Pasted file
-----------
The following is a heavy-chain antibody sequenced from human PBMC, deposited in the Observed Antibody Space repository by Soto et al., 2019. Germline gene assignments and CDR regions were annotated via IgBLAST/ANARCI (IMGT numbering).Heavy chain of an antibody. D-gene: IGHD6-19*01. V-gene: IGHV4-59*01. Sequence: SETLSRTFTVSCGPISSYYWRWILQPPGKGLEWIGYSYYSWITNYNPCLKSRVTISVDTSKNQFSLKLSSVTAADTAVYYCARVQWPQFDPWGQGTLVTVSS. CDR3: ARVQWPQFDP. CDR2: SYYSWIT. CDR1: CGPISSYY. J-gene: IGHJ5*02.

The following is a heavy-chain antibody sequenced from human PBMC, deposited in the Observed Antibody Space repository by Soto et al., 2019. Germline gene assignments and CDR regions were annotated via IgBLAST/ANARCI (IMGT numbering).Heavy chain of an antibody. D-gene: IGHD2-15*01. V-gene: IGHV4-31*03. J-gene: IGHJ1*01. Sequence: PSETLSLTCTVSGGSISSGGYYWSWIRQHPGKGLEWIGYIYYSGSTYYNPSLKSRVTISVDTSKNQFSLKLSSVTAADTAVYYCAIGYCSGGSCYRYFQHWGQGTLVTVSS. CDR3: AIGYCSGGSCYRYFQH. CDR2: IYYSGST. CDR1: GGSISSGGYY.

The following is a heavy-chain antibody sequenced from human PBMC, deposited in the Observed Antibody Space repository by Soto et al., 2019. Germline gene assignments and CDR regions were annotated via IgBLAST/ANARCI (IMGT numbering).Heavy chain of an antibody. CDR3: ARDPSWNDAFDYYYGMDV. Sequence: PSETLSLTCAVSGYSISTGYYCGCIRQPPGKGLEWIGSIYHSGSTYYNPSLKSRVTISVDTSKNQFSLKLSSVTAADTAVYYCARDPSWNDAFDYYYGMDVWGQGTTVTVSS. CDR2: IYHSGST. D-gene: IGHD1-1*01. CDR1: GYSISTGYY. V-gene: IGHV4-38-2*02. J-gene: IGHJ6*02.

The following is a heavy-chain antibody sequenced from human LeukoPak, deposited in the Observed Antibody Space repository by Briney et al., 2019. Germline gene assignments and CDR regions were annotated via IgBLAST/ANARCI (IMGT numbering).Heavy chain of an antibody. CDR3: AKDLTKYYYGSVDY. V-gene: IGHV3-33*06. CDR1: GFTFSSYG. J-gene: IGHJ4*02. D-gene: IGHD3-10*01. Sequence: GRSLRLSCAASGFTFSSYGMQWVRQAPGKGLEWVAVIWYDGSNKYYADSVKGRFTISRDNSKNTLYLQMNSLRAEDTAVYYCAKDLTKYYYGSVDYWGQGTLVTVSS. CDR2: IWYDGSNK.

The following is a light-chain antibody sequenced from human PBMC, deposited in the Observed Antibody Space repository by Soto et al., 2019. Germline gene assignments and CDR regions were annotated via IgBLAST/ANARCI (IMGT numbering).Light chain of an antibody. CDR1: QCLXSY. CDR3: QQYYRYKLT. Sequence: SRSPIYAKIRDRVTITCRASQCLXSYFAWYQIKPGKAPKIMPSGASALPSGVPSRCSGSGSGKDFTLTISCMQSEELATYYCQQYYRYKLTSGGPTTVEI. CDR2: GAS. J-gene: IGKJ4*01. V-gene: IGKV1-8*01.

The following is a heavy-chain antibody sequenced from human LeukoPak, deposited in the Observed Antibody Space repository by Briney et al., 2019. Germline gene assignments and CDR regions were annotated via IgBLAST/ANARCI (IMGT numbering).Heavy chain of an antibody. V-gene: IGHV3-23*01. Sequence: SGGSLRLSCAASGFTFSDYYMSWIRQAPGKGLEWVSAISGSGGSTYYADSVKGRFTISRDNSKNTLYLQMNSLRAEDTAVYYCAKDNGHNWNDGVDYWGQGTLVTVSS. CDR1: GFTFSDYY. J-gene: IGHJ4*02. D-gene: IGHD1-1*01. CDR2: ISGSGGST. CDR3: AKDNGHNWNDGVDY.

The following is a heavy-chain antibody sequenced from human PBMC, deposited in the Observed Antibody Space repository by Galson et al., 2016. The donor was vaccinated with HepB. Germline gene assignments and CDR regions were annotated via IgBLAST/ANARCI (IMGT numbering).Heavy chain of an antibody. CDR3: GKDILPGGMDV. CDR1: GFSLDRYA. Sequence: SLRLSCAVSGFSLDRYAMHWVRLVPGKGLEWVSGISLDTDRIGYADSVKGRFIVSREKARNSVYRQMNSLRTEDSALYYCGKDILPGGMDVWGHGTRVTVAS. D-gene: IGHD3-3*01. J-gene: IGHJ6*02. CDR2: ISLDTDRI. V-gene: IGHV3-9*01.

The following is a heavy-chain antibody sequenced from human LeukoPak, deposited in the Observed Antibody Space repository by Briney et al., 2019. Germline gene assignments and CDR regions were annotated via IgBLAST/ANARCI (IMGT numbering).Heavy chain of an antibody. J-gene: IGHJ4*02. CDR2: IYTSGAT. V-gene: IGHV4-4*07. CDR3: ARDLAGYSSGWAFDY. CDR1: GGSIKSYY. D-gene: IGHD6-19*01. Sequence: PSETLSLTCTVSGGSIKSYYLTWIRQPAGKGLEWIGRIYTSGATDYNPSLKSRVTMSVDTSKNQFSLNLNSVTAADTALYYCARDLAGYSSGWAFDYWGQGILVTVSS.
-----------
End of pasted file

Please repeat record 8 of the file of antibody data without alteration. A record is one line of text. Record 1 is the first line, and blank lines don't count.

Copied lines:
The following is a heavy-chain antibody sequenced from human LeukoPak, deposited in the Observed Antibody Space repository by Briney et al., 2019. Germline gene assignments and CDR regions were annotated via IgBLAST/ANARCI (IMGT numbering).Heavy chain of an antibody. J-gene: IGHJ4*02. CDR2: IYTSGAT. V-gene: IGHV4-4*07. CDR3: ARDLAGYSSGWAFDY. CDR1: GGSIKSYY. D-gene: IGHD6-19*01. Sequence: PSETLSLTCTVSGGSIKSYYLTWIRQPAGKGLEWIGRIYTSGATDYNPSLKSRVTMSVDTSKNQFSLNLNSVTAADTALYYCARDLAGYSSGWAFDYWGQGILVTVSS.